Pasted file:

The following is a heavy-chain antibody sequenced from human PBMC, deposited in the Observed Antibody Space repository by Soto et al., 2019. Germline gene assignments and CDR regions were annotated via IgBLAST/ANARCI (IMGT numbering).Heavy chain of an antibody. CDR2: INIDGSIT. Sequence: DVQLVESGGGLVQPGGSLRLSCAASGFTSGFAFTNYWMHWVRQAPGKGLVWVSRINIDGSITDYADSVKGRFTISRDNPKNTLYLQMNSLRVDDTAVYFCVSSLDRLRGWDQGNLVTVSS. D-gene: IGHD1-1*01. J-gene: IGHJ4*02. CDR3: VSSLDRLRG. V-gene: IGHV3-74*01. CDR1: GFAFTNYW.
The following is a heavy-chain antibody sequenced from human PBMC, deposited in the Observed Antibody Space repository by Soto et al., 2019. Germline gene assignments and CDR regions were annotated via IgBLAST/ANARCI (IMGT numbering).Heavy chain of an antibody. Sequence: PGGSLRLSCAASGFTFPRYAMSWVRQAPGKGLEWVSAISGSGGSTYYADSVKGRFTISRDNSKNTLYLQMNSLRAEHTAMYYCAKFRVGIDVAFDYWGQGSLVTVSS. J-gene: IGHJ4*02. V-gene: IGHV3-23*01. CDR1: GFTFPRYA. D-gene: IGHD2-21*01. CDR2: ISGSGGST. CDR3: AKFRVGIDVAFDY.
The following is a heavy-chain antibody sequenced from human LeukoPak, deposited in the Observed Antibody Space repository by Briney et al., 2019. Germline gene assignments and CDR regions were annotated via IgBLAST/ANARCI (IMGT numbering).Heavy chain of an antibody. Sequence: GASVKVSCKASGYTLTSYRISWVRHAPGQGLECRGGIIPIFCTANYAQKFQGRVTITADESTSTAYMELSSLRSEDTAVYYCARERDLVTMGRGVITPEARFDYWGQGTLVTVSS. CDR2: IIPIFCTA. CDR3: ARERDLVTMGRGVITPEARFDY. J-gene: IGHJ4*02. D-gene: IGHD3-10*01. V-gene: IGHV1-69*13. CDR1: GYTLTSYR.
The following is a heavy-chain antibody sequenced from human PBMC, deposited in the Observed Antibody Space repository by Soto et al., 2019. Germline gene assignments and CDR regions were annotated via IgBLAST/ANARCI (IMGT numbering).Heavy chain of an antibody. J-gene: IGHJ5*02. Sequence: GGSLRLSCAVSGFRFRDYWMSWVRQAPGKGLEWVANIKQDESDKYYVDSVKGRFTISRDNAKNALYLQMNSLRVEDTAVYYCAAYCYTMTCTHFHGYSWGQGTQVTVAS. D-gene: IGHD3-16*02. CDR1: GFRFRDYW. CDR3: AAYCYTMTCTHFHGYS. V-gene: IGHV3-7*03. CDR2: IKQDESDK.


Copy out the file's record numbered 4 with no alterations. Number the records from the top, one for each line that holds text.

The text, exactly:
The following is a heavy-chain antibody sequenced from human PBMC, deposited in the Observed Antibody Space repository by Soto et al., 2019. Germline gene assignments and CDR regions were annotated via IgBLAST/ANARCI (IMGT numbering).Heavy chain of an antibody. J-gene: IGHJ5*02. Sequence: GGSLRLSCAVSGFRFRDYWMSWVRQAPGKGLEWVANIKQDESDKYYVDSVKGRFTISRDNAKNALYLQMNSLRVEDTAVYYCAAYCYTMTCTHFHGYSWGQGTQVTVAS. D-gene: IGHD3-16*02. CDR1: GFRFRDYW. CDR3: AAYCYTMTCTHFHGYS. V-gene: IGHV3-7*03. CDR2: IKQDESDK.